Protecting our Cornish seas – things we can do

In my last post, I talked about the two species of seahorses – Short-snouted and Spiny seahorses – we can find around our shores, including here in Cornwall. This cryptic creature is hard to find, but I like to think of it, nestling among the seagrass and seaweed in its salty water world, safe from human disturbance in a world set apart from the hustle and bustle of life on land.

Polly Joke beach (photo credit: Amanda Scott)
Polly Joke beach (photo credit: Amanda Scott)

If only that were true.  The reach of us humans has extended everywhere across this globe, from the upper levels of the atmosphere to the bottom of the oceans in far-flung places. So, it has certainly reached our local seas. Seahorses, as fish highly sensitive to environmental disturbance and change, are a good ‘barometer’ of wider adverse impacts. Dredging and anchorages, when not managed sensitively, can destroy the seagrass beds and other habitats they rely on; and, like many mobile sea creatures, and in the same way as we are seeing on the crowded land, they suffer from a loss of connectivity between habitats and breeding sites.

Coverack harbour (photo credit: Amanda Scott)
Coverack harbour (photo credit: Amanda Scott)

Cornwall is a maritime county. Cornish people work on the sea, enjoy surfing on it, walking along the strand or cliffs, swimming in the water (in summer!), spotting basking sharks and dolphins, rockpooling, and much much more. We need to protect our seas – they are part of our heritage, livelihoods and culture – but it’s not all serious: there are plenty of things that are fun to get involved with, but which also help in preserving our shores and seas.  Here are a few to think about.

1. Cornwall Wildlife Trust organises lots of different activities under its Living Seas banner: click here to link to their site for more information. You can, for example (and these are just a taster):

  •  Become a ‘Your Shore‘ volunteer – working with a great bunch of people in partnership with CWT and your local VMCA (Voluntary Marine Conservation Area)
English: Basking Shark Dursey Sound
Basking Shark (Photo credit: Wikipedia)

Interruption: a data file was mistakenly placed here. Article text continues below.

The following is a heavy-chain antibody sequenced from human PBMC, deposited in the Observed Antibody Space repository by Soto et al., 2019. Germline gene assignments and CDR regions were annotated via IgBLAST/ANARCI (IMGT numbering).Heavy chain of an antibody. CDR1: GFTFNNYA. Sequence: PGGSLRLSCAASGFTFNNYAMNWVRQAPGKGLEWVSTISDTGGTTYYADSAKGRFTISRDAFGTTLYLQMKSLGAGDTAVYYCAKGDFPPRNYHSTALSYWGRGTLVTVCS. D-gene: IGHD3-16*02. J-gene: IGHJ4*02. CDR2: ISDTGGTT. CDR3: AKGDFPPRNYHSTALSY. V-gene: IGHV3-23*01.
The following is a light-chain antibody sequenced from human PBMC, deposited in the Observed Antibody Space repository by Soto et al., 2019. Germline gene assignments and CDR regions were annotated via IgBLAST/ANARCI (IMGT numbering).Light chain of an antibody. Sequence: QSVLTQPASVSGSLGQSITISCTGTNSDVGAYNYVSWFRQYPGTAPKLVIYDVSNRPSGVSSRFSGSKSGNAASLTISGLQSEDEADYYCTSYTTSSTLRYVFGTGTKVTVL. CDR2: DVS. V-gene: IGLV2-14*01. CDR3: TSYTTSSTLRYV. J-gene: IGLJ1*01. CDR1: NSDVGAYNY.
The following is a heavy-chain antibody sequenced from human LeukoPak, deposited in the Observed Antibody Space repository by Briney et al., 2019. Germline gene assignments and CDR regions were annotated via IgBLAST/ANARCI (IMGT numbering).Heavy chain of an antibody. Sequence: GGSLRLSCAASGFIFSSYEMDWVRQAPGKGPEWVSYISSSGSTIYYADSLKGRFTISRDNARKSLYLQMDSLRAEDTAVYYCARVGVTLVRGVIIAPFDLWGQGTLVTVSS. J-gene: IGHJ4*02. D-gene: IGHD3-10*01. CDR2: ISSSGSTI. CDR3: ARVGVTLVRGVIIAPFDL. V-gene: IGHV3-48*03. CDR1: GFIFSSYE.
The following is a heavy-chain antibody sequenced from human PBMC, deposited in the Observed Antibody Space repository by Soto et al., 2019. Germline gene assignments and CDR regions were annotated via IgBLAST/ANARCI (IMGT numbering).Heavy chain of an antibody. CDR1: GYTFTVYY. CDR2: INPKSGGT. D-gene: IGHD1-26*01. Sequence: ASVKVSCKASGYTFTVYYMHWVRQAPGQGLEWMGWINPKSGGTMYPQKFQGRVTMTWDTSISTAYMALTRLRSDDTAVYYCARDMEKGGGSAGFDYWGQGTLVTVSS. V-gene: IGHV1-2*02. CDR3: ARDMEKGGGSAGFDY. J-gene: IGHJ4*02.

• Get trained and help in recording marine sightings, and get involved in some fun events with Seaquest SouthWest. (I’m hoping to spot my first basking shark this year!)
  • If you’re a recreational diver, trained to a level of BSAC Sports Diver or PADI Rescue Diver, then you could get involved in Seasearch, and help in marine surveys.
  • Go rock pooling! CWT are organising a half-term rockpool ramble at West Looe on 16 February at 2pm. Check out their other events for some great and informative days out.

2. You could join The Seahorse Trust. You can adopt a seahorse though the Trust, as well. Have a look at their great website for lots of information about seahorses and the threats they are facing. It is both packed with facts and links to survey and scientific work as well as great photos.

3. Are you a surfer? Surfers Against Sewage is a national charity, but it started its life in Cornwall with a group of surfers and beach-lovers in St. Agnes and Porthtowan. They have plenty of ways to get involved: check out their Facebook page.

Surfing at St Ives (photo credit: Amanda Scott)
Surfing at St Ives (photo credit: Amanda Scott)

4. Other local organisations, such as the RSPB and National Trust will have marine-related volunteering opportunities. You could become a Hayle Estuary Litter Picker with the RSPB – it may not sound immediately inviting! – but done in a crowd it can be great fun meeting like-minded people and doing your bit to keep beaches clean for wildlife and us to enjoy.

5. You could resolve to learn about a particular marine species, or group of species. I really enjoyed learning more about seahorses – basking sharks are next on my list! Then join or help out an organisation that campaigns for them, such as The Seahorse Trust, or Marine Conservation Society.

6. Make sure you only eat responsibly and sustainably sourced fish – this supports local fishing businesses, as well as being ethical and tastier.

7. Respond to the DEFRA consultation on Marine Conservation Zones (check out my post from a few weeks ago – and here’s the link again). There are lots of different people and interests involved, and it is very important the outcome is sustainable for the local economy as well as wildlife, so the solutions are not straightforward. Many nature organisations are however disappointed with the Government’s position and, whatever your views, the consultation is a good opportunity to make them known. Or write to your MP.

Well, that’s a few ideas, and there will be lots I have missed out. If you have any ideas you’d like to share, please leave a comment here or on the What’s Wild in Cornwall Facebook page, and spread the word!

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Author: Amanda Scott

Cares about wildlife, nature and ecology. Loves Cornwall, my new home.

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